Dutilleux Honored with New York Philharmonic's Kravis Prize for New Music
Photo credit: Ruby Washington for The New York Times
It does seem odd that the inaugural recipient of the New York Philharmonic’s Kravis Prize for New Music would be a 96-year-old composer that hasn’t written an original piece of music since 2006, right? However, that was exactly the case when French composer Henri Dutilleux was honored with a celebratory concert of his work Tuesday night at Avery Fisher Hall. The prize, fully endowed for $200,000, will be awarded every two years for championing “extraordinary artistic endeavor in the field of new music,” according to the press release. Therefore, it seems like quite a miss to laud such a composer by performing three of his works from nearly half a century ago.
Opening the program was Dutilleux’s work for massive orchestra, Métaboles, written from 1961–64. Hardly a revolutionary warhorse, Duttileux weaves a cubist tapestry built on jarring woodwind chorales, flute and clarinet arabesques, and snarling brass interjections. In fact, a hallmark of the composer’s style that evening was a constant display of percussive sound signaling every harmonic change, whether it be a harsh string pizzicato or an accented brass choir. Subtlety was not the name of the game, leaving a hollow lack of diversity on the overall program. The Philharmonic strings, though, excelled in creating a hushed body of sound as they floated muted and shadowy chorales during interlude-style passages, giving way to an altissimo cello solo from principal cellist Carter Brey.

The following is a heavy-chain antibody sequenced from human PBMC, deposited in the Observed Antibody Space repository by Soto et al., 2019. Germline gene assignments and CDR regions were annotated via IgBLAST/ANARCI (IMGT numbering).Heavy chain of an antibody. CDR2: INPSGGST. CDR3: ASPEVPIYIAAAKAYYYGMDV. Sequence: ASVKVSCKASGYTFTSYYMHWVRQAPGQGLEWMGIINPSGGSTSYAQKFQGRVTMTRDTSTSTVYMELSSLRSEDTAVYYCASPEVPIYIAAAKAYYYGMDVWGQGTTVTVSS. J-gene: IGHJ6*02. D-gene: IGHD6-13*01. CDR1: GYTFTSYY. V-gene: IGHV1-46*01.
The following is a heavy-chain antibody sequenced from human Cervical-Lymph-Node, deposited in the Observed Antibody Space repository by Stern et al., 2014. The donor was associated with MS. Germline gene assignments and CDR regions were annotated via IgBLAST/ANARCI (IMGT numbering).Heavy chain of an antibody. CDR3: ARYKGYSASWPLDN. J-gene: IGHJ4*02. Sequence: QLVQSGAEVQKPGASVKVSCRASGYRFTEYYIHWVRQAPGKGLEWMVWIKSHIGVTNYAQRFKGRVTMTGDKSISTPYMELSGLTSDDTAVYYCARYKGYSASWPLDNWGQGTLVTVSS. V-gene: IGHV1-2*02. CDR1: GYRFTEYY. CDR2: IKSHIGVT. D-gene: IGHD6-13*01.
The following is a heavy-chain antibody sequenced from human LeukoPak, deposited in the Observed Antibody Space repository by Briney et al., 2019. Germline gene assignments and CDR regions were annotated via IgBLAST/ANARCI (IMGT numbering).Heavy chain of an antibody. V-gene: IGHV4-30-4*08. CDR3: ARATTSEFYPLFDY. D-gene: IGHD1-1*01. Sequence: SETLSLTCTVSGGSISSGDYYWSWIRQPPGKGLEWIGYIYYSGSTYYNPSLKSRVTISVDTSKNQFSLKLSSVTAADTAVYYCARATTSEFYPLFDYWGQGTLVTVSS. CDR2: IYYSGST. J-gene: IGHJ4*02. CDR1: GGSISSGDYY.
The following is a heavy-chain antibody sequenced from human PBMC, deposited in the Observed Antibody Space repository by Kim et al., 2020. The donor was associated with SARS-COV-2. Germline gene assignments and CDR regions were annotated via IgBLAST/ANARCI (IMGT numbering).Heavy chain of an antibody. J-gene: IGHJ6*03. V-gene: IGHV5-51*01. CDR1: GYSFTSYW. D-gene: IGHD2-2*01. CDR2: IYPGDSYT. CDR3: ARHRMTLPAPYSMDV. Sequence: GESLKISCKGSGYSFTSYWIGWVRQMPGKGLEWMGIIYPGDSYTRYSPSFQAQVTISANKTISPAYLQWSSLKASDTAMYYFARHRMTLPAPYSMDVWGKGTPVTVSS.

Yo-Yo Ma ended the evening with a rapturous performance of Tout un monde lointain (A Whole Distant World), proving once again that he can make a convincing argument for any given work. Ma was pitted against the orchestra in an aggressive battle royale for much of the work, and showed just how much virtuosity the cellist can display in thirty minutes. Despite the heaviness of the orchestral writing (and its closer relationship to postwar serialism than anything you’ll hear at Galapagos Art Space or Le Poisson Rouge), the orchestra played with crisp, nimble balances, making sure to never swallow the solo cello’s presence. Ma made each lyrical moment count, resonating his signature sound.
To Dutilleux’s credit, it was also announced Tuesday that the elder statesman had decided to share his prize with three young composers at the dawn of their careers, with each student receiving a Philharmonic commission over the next two seasons. Whether this was Dutilleux’s plan all along or not, it was nice to see the composer (rather than Gilbert and the Philharmonic) truly championing “artistic endeavor in the field of new music” that night.